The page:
Hiroki Totoki, Sony’s CFO, was asked about the impact of the PS5 on Sony’s bottom line for the rest of the year and replied: “PS5 hardware, it’s not the earnings contribution that we expect, but I think it will be a negative contribution for the time being.”
Now, consoles being subsidised by their manufacturers is nothing new of course, but the industry has been gradually weaning itself off such practices over the years. The PS5 (as with the Xbox Series X) is a complex machine with an expensive storage system, so it’s not surprising that Sony isn’t making a dime on each unit.
However, that fact does make any kind of competition over price in the next 12 months less likely. And with many games still coming to last-gen machines, a lack of price drops combined with a high launch price (historically speaking) may mean this generation has a slower uptake than many before it.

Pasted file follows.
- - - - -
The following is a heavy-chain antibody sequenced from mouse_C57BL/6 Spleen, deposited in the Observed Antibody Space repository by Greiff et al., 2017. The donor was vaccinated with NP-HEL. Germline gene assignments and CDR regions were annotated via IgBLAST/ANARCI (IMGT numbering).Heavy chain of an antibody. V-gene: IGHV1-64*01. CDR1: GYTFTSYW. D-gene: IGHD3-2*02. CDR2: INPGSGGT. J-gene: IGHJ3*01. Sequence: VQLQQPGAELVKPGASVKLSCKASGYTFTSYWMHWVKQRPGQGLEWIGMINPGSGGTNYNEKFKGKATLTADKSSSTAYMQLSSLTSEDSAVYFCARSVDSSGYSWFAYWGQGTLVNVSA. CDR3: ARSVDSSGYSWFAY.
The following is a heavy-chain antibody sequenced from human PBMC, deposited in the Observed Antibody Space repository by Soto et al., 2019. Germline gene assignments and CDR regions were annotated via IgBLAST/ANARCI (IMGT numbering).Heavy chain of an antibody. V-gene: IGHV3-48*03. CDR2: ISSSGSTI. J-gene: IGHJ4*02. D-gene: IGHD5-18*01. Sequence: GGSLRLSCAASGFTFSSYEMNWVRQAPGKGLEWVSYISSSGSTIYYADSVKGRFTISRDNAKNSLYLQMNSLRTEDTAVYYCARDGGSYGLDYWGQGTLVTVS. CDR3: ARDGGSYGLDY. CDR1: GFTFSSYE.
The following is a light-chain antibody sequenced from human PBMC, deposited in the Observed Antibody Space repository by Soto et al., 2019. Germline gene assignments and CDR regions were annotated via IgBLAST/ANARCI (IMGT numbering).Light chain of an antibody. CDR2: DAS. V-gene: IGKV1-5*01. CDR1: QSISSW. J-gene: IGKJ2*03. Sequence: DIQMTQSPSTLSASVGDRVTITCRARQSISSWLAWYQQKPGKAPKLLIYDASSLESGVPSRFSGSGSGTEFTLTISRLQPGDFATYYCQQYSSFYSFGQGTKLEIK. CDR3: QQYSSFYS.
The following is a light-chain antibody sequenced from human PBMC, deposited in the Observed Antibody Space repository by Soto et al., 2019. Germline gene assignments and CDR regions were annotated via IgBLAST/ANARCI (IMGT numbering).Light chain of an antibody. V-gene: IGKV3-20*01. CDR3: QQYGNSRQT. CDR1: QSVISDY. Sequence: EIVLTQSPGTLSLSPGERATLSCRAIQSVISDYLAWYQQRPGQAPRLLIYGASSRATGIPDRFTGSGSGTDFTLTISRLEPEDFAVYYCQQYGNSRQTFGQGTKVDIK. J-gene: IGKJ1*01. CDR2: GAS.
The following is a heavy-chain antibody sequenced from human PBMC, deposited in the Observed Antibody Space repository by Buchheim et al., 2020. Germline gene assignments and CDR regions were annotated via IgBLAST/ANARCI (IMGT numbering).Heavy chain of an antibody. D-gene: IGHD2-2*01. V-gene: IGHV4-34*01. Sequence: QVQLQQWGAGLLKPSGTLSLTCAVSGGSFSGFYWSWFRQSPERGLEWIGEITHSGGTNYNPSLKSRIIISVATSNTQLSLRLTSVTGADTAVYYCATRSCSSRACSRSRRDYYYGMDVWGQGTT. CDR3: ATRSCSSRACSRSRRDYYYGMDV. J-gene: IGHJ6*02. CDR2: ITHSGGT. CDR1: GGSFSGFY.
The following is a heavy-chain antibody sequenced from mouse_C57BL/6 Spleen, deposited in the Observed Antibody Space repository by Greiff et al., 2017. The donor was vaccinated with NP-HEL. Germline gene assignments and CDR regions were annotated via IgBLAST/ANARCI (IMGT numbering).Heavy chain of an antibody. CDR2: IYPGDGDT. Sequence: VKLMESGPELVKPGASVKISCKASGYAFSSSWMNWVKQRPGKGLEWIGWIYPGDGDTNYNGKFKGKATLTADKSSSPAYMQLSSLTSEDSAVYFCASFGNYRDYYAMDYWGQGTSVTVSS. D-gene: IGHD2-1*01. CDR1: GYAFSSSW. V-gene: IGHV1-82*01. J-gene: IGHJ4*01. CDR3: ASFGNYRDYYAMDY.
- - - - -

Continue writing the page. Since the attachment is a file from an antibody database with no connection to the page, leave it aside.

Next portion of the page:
Totoki was confident that PS5 would grow revenues though overall. “But having said that, I would like to state that penetration, the increase of PS5 in the market would urge customers to buy the software. So overall, as a business, the PS5 ecosystem will be activated, and in consequence, would grow earnings.”
And he notes that the cost of bringing PS5 to market is not simply the manufacturing cost of each hardware unit. For example updating network services and the UI for instance, which are large upfront costs.
Despite our concerns about the high price of the new console (once we move past teh early adopter phase), Totoki reiterated that the company was planning to exceed the figures of the PS4.
“This fiscal year, we are aiming to exceed the 7.6 million units we sold in the fiscal year of the launch of the PlayStation 4 which achieved a substantial market share and was a major success.
“Our strategy is to grow sales and profit through increased user engagement driven by great gaming experiences on the PS5, and we aim to accelerate the growth of recurring sales and profit by expanding the reach.”